Airborne observations of frontal systems in the inlet channel of the Ria de Aveiro, Portugal

J F da Silva, R W Duck, J M Anderson, J McManus, J G C Monk

Research output: Contribution to journalArticlepeer-review

6 Citations (Scopus)


Flow from the Atlantic Ocean into the inlet channel of the Ria de Aveiro, Portugal, delimited by two west-converging breakwaters, moves a tidal prism of up to 110Mm(3). The associated velocity field controls the formation and movement of foam lines and turbid water masses, Observation by airborne 35mm. photography and direct measurements of surface water temperature, salinity and suspended solids concentration give a view of the circulation in the littoral. zone, which is important as this area is soon to receive effluent from an outfall located c.3 kin to the north. On the flood tide turbid water, is diverted from the north-south direction of the littoral. drift into the channel. On the ebb this turbid water is pushed offshore by a jet flowing west and south-west from the channel. The surface water temperature inside the channel mouth is lower on the north side where the salinity is less reduced by dilution with lagoon water. During the flood tide the water flowing from the north rotates to the east forced by flow from the south-west along the axis of the channel. This motion holds the less dense water on the south side and causes intense vertical mixing on the N side. The frontal convergence of these two water masses is usually marked at the surface by a clear foam line. (C) 2001 Elsevier Science Ltd. All rights reserved.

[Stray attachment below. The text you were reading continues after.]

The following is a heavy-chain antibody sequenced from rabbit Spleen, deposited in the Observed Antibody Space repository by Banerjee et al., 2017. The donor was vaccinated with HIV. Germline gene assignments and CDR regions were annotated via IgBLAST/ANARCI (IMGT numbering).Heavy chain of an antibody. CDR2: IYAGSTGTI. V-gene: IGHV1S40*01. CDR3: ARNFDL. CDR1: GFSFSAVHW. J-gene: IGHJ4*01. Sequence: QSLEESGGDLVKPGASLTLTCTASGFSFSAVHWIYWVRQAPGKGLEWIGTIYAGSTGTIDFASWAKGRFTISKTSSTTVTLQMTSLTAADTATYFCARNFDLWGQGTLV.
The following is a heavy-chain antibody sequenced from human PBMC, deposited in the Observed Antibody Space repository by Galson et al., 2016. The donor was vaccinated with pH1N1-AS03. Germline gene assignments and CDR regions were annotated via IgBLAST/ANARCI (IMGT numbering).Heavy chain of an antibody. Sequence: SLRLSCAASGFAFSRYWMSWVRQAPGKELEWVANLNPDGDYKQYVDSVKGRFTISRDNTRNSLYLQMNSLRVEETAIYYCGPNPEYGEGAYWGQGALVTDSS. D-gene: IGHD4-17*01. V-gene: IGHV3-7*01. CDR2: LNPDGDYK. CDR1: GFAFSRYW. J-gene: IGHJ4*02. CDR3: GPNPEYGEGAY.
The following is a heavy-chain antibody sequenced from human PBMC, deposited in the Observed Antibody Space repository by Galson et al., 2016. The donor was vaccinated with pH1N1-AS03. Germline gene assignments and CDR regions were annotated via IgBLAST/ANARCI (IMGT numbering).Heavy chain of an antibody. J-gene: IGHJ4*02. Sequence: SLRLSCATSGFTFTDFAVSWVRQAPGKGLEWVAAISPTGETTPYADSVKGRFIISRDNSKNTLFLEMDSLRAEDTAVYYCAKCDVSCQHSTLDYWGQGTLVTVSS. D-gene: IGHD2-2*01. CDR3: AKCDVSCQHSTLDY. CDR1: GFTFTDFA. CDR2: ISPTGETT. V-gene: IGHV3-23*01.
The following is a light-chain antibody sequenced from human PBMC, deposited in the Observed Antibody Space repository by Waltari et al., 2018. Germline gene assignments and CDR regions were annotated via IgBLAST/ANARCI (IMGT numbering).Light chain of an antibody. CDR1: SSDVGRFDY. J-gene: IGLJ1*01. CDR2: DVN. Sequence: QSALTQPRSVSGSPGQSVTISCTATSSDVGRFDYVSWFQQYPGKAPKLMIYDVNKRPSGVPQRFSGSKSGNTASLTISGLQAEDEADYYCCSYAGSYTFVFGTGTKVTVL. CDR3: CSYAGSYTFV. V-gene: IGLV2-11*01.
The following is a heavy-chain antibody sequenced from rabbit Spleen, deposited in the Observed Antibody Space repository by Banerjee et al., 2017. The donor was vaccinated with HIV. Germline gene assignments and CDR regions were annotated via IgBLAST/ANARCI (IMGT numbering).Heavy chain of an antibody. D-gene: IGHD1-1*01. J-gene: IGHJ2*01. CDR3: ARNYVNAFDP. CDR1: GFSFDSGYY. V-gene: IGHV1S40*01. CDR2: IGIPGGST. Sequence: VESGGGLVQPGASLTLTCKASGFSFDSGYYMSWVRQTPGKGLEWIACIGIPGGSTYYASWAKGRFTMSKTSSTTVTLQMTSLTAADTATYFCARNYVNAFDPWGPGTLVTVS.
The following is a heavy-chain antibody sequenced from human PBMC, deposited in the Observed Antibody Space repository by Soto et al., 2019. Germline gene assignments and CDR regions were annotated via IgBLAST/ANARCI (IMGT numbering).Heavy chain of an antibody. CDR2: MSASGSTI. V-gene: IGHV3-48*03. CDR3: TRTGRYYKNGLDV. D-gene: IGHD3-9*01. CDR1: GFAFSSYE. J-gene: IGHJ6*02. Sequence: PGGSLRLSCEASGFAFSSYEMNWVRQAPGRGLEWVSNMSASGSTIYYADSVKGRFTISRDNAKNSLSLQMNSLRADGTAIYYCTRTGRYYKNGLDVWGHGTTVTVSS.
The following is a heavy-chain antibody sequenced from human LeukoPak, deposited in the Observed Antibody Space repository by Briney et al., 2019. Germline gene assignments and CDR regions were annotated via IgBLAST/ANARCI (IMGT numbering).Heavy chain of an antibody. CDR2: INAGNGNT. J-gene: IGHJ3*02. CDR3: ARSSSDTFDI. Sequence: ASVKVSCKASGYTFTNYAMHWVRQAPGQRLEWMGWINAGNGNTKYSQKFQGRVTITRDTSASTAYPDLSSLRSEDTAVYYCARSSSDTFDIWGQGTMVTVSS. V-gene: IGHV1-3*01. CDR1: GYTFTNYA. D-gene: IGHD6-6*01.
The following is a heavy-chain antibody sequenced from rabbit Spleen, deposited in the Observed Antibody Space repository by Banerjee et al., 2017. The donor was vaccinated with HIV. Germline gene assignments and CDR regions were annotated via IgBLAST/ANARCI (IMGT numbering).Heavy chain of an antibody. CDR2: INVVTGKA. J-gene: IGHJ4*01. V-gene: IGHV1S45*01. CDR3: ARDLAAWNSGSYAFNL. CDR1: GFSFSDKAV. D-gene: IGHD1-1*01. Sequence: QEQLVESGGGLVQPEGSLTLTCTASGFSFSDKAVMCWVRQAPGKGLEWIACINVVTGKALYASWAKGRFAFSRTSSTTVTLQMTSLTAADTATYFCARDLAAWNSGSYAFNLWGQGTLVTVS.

Original languageEnglish
Pages (from-to)713-719
Number of pages7
JournalPhysics and Chemistry of the Earth Part B-Hydrology Oceans and Atmosphere
Publication statusPublished - 2001




Dive into the research topics of 'Airborne observations of frontal systems in the inlet channel of the Ria de Aveiro, Portugal'. Together they form a unique fingerprint.

Cite this